The rise of co-working spaces and how to grow your business

Tracey Porter

The sharing economy has extended its reach well beyond the likes of Uber and Airbnb with those seeking flexible office space reaping the best rewards.

When Kenobi Digital owner Rowena Murray first began looking for temporary office space in Melbourne a decade ago she was forced to utilise airport lounges or rent desk space from friends.

But with the increasing popularity of co-working spaces, Murray now has a wealth of choice when it comes to co-working spaces available in Australia and abroad.

Co-working spaces were initially conceived in order to offer young Silicon Valley start-up developers, designers and thinkers the chance to trade ideas free from the confines of the traditional workplace. They have since transformed into spaces giving small business entrepreneurs and sole-charge operators the chance to secure inexpensive office space via daily, weekly or annual memberships.

Normally prroviding Wi-Fi, conference rooms, and kitchen areas, co-working spaces exist in most major cities with the average membership of rental business studios ranging from $40 per day for access during business hours only. This rises to approximately $700 per month for a dedicated desk and 24/7 access.

Growing a business can be a lonely road but when you have a business community ... you’re empowered to create and innovate in a safe space with likeminded creators.

In 2013, research conducted by deskmag.com reported that the diversity of the co-working movement is growing, resulting in a higher number and variety of co-working spaces. Key insights included: two thirds of co-working spaces planned to expand, big co-working spaces planned to open new locations more often, and even good-rated co-working spaces had to expect a higher fluctuation of members.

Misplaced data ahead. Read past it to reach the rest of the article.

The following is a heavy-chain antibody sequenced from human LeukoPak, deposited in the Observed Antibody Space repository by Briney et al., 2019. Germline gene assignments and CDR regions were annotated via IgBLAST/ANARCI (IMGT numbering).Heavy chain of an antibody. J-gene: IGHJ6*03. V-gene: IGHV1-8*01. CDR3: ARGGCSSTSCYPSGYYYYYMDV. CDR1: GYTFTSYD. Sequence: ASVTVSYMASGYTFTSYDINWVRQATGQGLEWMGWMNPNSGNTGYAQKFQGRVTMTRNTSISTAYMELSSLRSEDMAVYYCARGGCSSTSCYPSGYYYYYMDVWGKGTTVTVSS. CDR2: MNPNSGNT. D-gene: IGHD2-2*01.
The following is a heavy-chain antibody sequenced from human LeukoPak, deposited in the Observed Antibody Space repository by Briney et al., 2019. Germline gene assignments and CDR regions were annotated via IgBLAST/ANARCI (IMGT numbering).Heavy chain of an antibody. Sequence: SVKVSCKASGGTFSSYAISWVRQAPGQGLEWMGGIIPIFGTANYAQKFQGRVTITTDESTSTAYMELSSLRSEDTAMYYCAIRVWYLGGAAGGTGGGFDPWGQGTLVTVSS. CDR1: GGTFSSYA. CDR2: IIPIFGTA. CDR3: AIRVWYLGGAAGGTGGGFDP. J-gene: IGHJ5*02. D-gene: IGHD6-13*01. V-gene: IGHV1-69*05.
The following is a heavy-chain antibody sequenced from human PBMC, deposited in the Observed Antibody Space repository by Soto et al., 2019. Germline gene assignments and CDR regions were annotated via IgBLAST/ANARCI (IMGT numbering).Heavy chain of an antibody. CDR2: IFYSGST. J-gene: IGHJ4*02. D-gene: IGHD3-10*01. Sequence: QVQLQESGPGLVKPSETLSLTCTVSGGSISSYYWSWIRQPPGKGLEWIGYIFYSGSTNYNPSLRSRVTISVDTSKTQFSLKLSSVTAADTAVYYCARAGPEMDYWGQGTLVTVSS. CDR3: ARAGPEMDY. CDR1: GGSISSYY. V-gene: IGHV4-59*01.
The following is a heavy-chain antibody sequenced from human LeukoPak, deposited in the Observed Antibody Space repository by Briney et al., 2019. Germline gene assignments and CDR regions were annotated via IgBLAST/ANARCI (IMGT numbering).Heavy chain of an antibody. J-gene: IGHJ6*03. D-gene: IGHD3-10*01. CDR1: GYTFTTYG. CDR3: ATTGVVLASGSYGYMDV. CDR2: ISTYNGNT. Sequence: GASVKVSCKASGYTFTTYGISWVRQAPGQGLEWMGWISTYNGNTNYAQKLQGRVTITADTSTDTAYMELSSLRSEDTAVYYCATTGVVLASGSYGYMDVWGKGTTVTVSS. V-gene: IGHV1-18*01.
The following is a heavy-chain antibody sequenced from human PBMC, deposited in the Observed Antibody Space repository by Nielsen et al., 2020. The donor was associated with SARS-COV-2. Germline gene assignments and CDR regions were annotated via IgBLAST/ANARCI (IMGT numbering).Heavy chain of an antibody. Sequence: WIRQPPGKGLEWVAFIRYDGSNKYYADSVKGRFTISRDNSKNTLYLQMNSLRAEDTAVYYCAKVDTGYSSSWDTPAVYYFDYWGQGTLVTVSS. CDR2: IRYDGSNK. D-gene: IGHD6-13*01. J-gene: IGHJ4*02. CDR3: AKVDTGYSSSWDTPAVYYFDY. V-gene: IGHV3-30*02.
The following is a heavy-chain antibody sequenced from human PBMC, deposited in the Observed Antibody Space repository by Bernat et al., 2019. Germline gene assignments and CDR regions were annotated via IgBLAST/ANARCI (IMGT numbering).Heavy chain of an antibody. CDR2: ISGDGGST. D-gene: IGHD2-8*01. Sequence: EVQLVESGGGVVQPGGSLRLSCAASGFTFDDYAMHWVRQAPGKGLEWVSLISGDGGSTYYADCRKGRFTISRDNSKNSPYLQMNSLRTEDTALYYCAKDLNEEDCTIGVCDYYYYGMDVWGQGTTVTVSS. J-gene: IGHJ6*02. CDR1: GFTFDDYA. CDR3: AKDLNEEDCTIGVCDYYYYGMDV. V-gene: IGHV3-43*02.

The trend shows no sign of abating with a similar survey by software company Intuit finding that globally the number of contingent employees will increase worldwide. The same survey predicted that by 2020 at least 40 per cent of America’s workforce will be freelancers or contractors with many in the Australian workforce expected to follow suit.

The CEO of Hub Australia, Brad Krauskopf, whose company operates across three locations and has more than 1000 members, says there are five main reasons small businesses choose co-working over a traditional office space.

These include: the obvious financial advantage that comes from not having to lease permanent space; the time savings in terms of setting up your own office space; the ability to connect to likeminded others within the co-working community; the chance to increase productivity, creativity and work-life balance, as well as to access learning and development, networking and peer-to-peer learning opportunities.

He says business owners need to take a holistic approach to growing their businesses, themselves and their teams.

“Growing a business can be a lonely road but when you have a business community that you’re connected with, and share common values with, then you’re empowered to create and innovate in a safe space with likeminded creators.

“You can achieve more, share your struggles without fear of judgment by people who don’t get what you’re going through, discover new ideas, and enjoy the journey knowing that you’re not alone and fully supported.”

It can be isolating working for yourself sometimes, and shared spaces gives you a whole new network of people to talk to.

And for Murray? Her creative digital design company works with many third party specialists, has a network of three different co-working spaces she uses regularly in Melbourne but has also utilised similar spaces while abroad.

She says the biggest advantage of this work environment for her has been being able to scale up and down as required.

“Having the ability to book larger spaces when I need them is a big deal, as if you’re renting a space you have to just use what you have. It's also awesome having other similar businesses and people around you – there’s a fantastic sense of camaraderie and friendliness.

“It can be isolating working for yourself sometimes, and shared spaces gives you a whole new network of people to talk to.”

Tracey Porter

Tracey Porter is a career journalist whose mug shot appears everywhere from daily newspapers and online news sites to business and consumer magazine titles.

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